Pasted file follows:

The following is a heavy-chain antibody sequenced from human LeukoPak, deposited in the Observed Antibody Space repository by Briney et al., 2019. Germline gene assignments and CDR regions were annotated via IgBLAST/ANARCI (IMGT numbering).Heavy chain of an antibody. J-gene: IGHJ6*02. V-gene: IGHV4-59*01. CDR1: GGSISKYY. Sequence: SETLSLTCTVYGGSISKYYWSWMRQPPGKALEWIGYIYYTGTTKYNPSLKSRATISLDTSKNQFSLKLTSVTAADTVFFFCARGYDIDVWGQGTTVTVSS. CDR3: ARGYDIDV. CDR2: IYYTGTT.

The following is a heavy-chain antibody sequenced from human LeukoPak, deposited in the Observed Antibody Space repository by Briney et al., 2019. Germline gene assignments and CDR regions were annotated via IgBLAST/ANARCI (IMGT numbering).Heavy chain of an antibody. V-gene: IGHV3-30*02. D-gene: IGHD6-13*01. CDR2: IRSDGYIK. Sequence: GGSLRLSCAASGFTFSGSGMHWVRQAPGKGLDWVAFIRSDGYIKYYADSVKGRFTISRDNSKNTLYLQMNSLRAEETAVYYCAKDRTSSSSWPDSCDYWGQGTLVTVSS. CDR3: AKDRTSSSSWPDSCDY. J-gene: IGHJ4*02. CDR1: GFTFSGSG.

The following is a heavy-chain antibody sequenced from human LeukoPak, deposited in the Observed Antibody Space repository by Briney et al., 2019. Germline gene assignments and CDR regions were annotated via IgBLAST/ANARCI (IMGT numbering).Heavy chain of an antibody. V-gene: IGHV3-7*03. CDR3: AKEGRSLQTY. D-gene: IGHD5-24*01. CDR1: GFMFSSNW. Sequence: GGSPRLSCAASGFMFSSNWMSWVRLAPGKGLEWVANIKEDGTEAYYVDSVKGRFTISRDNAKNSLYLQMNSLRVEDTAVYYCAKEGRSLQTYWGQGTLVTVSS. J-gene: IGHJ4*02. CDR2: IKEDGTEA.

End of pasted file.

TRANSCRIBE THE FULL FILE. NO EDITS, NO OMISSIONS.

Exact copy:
The following is a heavy-chain antibody sequenced from human LeukoPak, deposited in the Observed Antibody Space repository by Briney et al., 2019. Germline gene assignments and CDR regions were annotated via IgBLAST/ANARCI (IMGT numbering).Heavy chain of an antibody. J-gene: IGHJ6*02. V-gene: IGHV4-59*01. CDR1: GGSISKYY. Sequence: SETLSLTCTVYGGSISKYYWSWMRQPPGKALEWIGYIYYTGTTKYNPSLKSRATISLDTSKNQFSLKLTSVTAADTVFFFCARGYDIDVWGQGTTVTVSS. CDR3: ARGYDIDV. CDR2: IYYTGTT.

The following is a heavy-chain antibody sequenced from human LeukoPak, deposited in the Observed Antibody Space repository by Briney et al., 2019. Germline gene assignments and CDR regions were annotated via IgBLAST/ANARCI (IMGT numbering).Heavy chain of an antibody. V-gene: IGHV3-30*02. D-gene: IGHD6-13*01. CDR2: IRSDGYIK. Sequence: GGSLRLSCAASGFTFSGSGMHWVRQAPGKGLDWVAFIRSDGYIKYYADSVKGRFTISRDNSKNTLYLQMNSLRAEETAVYYCAKDRTSSSSWPDSCDYWGQGTLVTVSS. CDR3: AKDRTSSSSWPDSCDY. J-gene: IGHJ4*02. CDR1: GFTFSGSG.

The following is a heavy-chain antibody sequenced from human LeukoPak, deposited in the Observed Antibody Space repository by Briney et al., 2019. Germline gene assignments and CDR regions were annotated via IgBLAST/ANARCI (IMGT numbering).Heavy chain of an antibody. V-gene: IGHV3-7*03. CDR3: AKEGRSLQTY. D-gene: IGHD5-24*01. CDR1: GFMFSSNW. Sequence: GGSPRLSCAASGFMFSSNWMSWVRLAPGKGLEWVANIKEDGTEAYYVDSVKGRFTISRDNAKNSLYLQMNSLRVEDTAVYYCAKEGRSLQTYWGQGTLVTVSS. J-gene: IGHJ4*02. CDR2: IKEDGTEA.